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Discussion > Evidence, confidence and uncertainties


Busy, so this will have to be brief (which I regret, given the detail of your previous):

- I'm not looking for 'something nasty'. I do perceive a deeply-rooted bias.

- You ask me to demonstrate etc. Perhpas you might consider the existing body of work that supports a CS of ~3C to 2xCO2. Constantly trying to cast doubt by oblique means is failing here. I am not going to repeat my comment at Jan 17, 2012 at 7:49 PM, but I'm tempted, I have to admit.

- Tsionis et al. (2007) is a purely hypothetical exercise (although an interesting one). You are treating it as if it had some evidential basis.

- Rial. Why do I feel as if I am actually discussing this with Roger Pielke Snr? You seem to be very heavily influenced by RPS. Perhaps overly so.

- From SvD:

Our inferred uncertainty range for climate sensitivity, constrained by paleo-data, is 1.2–4.3C and thus almost identical to the IPCC estimate. When additionally accounting for potential structural uncertainties inferred from other models the upper limit increases by about 1C.

From AR4 WG1:

Since the TAR, the levels of scientific understanding and confidence in quantitative estimates of equilibrium climate sensitivity have increased substantially. Basing our assessment on a combination of several independent lines of evidence, as summarised in Box 10.2 Figures 1 and 2, including observed climate change and the strength of known feedbacks simulated in GCMs, we conclude that the global mean equilibrium warming for doubling CO2, or ‘equilibrium climate sensitivity’, is likely to lie in the range 2°C to 4.5°C, with a most likely value of about 3°C. Equilibrium climate sensitivity is very likely larger than 1.5°C.

So no real disagreement in SvD with the ~3C estimate.

- Zachos exhibits proper scientific caution:

Perhaps the most important developments [in understanding] concern the glacial history of Antarctica, and the scale and timing of climatic aberrations.In the case of the former, it is evident that ice sheets have been present on Antarctica for the last 40 My, and over much of that time have been extremely dynamic, implying a high degree of instability and/or sensitivity to forcing. As for the aberrations, their mere existence points toward the potential for highly nonlinear responses in climate to forcing, or the possibility of unexpected anomalies in forcing.

- Federov et al. (2006). Been through this before. I said:

The point about Cenozoic climate is that it represents a long cooling. The ice-free Early Pliocene with its perennial El Nino was a legacy climate state from a deep past of much warmer states. The elevated GAT was forced by low cloud albedo and high atmospheric water vapour content, both consequences of the perennial EN.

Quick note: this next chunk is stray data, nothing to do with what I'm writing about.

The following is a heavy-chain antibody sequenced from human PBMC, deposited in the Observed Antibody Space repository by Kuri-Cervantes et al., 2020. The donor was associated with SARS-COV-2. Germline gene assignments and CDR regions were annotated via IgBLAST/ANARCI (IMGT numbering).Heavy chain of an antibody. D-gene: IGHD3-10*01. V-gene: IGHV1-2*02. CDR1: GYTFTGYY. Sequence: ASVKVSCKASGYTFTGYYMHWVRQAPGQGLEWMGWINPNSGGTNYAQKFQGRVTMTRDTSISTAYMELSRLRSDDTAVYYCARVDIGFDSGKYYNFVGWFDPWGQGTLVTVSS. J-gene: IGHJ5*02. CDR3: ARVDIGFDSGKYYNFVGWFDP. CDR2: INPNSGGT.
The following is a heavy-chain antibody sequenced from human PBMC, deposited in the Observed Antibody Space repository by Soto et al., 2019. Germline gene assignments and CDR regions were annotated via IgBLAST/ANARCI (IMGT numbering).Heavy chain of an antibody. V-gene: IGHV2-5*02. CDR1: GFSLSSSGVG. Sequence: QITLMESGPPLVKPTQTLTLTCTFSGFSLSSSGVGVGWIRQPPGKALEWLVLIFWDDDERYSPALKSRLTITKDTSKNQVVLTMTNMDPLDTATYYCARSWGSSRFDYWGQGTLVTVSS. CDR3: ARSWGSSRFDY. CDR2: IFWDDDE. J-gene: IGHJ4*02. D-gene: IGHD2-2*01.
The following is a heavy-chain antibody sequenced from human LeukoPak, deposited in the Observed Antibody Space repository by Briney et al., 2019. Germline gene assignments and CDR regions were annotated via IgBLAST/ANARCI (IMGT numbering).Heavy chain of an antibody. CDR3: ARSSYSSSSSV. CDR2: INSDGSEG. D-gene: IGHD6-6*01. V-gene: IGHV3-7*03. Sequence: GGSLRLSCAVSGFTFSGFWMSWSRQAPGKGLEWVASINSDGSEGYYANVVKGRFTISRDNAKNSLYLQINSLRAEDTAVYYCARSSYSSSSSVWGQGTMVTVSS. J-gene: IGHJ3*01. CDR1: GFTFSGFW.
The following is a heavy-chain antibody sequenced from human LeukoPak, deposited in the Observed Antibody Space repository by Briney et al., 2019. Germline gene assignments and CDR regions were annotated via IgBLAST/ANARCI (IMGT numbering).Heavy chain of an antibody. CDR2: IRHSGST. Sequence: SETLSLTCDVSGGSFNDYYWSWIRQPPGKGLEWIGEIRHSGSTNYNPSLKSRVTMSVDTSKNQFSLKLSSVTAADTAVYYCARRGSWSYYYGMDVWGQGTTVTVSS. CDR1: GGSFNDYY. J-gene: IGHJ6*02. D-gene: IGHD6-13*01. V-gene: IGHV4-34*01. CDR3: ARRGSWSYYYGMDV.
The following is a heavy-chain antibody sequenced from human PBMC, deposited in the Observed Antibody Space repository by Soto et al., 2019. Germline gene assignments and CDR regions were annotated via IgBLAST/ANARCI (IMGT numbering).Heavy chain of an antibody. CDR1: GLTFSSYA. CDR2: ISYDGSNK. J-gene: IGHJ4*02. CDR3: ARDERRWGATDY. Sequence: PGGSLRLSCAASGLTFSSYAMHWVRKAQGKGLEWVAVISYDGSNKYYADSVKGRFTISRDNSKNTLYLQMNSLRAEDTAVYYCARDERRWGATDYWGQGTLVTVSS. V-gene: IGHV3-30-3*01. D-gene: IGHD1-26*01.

Once the Ma-scale cooling caused NH ice sheets to form around 3Ma ago, the ice-albedo feedback began to drive the pronounced glacial/interglacial oscillations. There is no need to elaborate on this essentially straightforward evolution of physical processes.

Holocene climate is at the bottom of a U curve in sensitivity variation. Push it hard enough left or right, and you get a snowball or hothouse Earth. Push it so just so far and you get a glacial or a Pliocene-like climate. Federov et al. suggests that the latter is a possible outcome from CO2 forcing on a centennial scale.

- Lindzen and Spencer: "At the risk of stating the obvious, their papers present the evidence for extremely low CS"

No, they don't. We've been through this before too, so another re-run is tiresome. Here is an incomplete list of replies in the literature to Lindzen starting with his 'infra-red iris' hypothesis (Lindzen et al. 2001) (ABSTRACTS ONLY):

Hartmann & Michelsen (2002)

Lin et al. (2002)

Harrison (2002)

Fu et al (2002)

Replies to Lindzen & Choi (2009)/Spencer & Braswell (2009):

Trenberth et al. (2010)

Lin et al. (2010)

Murphy et al. (2010)

Dessler (2010)

Replies to Lindzen & Choi (2011)/Spencer & Braswell (2011):

Dessler (2011)

Jan 18, 2012 at 12:37 PM | Unregistered CommenterBBD


You mentioned you've been reading up about variable CS, and I'm definitely in the market for anything interesting in that area. Do you have any links you can pass on?

I agree with you that it would be interesting to dig into the assumptions and methods behind the albedo measurements. I know there has been a lot of argument in the literature about the measurement of whole earth albedo, whether based on satellite measurements of clouds or on earth-shine.

Jan 18, 2012 at 2:17 PM | Unregistered CommenterPhilip


No need to hurry, I'd rather you took your time about it.

"I do perceive a deeply-rooted bias."

Only for good science, I promise you!